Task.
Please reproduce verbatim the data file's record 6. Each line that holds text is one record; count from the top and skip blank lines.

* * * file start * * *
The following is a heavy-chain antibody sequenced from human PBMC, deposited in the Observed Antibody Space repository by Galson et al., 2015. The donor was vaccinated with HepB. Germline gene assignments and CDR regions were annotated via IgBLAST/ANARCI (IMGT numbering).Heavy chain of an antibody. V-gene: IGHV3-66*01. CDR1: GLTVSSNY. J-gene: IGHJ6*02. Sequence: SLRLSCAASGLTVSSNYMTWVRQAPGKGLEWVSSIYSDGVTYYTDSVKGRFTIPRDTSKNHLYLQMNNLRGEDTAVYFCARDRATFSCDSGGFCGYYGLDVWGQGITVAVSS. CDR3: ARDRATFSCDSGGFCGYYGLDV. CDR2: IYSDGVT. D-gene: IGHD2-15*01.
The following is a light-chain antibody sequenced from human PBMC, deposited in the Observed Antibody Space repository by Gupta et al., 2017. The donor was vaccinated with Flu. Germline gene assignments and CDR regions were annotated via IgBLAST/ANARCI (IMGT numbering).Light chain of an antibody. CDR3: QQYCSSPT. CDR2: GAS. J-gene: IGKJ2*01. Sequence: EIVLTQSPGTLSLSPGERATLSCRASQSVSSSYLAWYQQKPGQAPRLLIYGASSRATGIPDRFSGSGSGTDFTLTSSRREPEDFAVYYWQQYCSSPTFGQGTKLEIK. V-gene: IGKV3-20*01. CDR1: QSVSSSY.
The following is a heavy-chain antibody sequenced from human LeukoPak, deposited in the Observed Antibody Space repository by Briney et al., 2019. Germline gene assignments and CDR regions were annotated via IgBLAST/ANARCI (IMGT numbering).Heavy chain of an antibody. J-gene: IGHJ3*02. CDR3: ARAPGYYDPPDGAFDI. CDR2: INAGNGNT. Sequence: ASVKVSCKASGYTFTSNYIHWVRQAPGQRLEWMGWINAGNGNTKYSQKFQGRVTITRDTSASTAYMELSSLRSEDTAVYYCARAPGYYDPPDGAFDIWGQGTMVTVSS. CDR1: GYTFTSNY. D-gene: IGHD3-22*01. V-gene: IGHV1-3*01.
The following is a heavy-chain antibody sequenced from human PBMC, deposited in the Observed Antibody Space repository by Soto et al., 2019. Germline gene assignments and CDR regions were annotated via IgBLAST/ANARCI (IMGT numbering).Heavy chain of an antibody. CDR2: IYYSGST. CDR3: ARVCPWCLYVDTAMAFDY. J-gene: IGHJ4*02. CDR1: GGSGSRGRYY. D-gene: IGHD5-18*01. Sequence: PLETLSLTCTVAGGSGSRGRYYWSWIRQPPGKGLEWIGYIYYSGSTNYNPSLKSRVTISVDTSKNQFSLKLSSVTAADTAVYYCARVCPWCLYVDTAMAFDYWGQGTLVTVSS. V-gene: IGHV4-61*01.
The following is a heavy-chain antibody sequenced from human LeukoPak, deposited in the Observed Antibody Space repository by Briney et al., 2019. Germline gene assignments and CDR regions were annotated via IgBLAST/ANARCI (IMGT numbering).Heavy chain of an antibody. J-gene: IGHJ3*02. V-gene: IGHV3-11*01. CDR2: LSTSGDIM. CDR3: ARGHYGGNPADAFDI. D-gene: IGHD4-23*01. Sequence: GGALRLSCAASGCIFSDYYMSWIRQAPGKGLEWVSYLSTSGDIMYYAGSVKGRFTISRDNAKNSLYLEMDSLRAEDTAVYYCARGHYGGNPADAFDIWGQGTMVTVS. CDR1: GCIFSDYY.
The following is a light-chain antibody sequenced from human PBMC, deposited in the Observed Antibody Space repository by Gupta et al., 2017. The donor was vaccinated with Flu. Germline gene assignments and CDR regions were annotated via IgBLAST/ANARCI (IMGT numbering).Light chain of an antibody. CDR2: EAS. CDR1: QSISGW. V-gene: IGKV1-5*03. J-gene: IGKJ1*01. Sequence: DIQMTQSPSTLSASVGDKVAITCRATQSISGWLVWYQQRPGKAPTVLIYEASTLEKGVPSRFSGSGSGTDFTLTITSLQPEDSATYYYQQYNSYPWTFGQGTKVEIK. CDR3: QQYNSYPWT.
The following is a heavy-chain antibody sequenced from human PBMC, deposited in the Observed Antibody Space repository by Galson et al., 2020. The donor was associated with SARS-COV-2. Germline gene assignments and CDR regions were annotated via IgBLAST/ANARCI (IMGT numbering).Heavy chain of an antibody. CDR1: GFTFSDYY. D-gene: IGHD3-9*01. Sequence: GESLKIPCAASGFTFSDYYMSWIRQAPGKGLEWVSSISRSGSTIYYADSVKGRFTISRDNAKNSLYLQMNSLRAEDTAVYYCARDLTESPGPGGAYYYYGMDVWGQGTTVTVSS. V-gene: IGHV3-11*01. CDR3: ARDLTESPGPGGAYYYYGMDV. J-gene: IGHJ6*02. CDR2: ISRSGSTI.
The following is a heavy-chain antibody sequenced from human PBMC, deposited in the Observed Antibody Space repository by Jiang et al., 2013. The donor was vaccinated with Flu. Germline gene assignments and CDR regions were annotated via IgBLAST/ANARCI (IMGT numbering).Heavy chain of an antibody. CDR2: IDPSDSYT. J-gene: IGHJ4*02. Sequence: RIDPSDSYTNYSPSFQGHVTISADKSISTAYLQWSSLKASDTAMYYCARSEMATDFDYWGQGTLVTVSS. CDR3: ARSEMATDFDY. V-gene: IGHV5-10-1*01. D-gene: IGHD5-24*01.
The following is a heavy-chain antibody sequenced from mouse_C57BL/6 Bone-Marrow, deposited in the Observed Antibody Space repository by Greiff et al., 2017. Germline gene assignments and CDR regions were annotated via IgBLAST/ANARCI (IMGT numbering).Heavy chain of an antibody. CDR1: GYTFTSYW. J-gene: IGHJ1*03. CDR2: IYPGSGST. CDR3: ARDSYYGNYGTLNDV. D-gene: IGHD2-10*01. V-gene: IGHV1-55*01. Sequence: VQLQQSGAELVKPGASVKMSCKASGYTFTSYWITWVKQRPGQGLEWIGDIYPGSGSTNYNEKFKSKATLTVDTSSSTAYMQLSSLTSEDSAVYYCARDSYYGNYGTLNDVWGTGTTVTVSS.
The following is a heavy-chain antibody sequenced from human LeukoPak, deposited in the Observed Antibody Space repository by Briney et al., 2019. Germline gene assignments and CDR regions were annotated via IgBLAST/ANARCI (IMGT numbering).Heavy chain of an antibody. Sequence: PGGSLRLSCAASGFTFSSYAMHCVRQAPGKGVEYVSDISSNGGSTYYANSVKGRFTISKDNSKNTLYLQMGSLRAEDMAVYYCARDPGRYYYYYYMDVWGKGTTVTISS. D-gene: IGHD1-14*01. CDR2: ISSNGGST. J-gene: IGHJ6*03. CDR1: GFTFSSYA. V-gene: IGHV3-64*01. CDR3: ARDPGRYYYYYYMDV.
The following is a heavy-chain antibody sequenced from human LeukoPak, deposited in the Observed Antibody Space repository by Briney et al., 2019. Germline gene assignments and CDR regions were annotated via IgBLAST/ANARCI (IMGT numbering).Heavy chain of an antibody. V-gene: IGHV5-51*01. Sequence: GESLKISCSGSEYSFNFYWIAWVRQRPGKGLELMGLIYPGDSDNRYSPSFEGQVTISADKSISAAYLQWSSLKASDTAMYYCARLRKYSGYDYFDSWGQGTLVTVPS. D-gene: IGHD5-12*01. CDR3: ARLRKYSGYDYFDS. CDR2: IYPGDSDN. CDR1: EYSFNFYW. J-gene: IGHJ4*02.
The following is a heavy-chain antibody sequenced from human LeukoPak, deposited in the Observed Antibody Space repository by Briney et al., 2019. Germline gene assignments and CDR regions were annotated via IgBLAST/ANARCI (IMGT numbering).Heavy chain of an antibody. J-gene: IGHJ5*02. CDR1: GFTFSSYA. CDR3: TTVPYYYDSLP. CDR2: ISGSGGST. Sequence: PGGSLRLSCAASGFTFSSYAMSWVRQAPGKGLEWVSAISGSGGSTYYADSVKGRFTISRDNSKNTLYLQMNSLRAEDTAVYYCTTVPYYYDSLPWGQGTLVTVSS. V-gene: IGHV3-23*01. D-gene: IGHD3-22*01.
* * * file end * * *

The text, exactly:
The following is a light-chain antibody sequenced from human PBMC, deposited in the Observed Antibody Space repository by Gupta et al., 2017. The donor was vaccinated with Flu. Germline gene assignments and CDR regions were annotated via IgBLAST/ANARCI (IMGT numbering).Light chain of an antibody. CDR2: EAS. CDR1: QSISGW. V-gene: IGKV1-5*03. J-gene: IGKJ1*01. Sequence: DIQMTQSPSTLSASVGDKVAITCRATQSISGWLVWYQQRPGKAPTVLIYEASTLEKGVPSRFSGSGSGTDFTLTITSLQPEDSATYYYQQYNSYPWTFGQGTKVEIK. CDR3: QQYNSYPWT.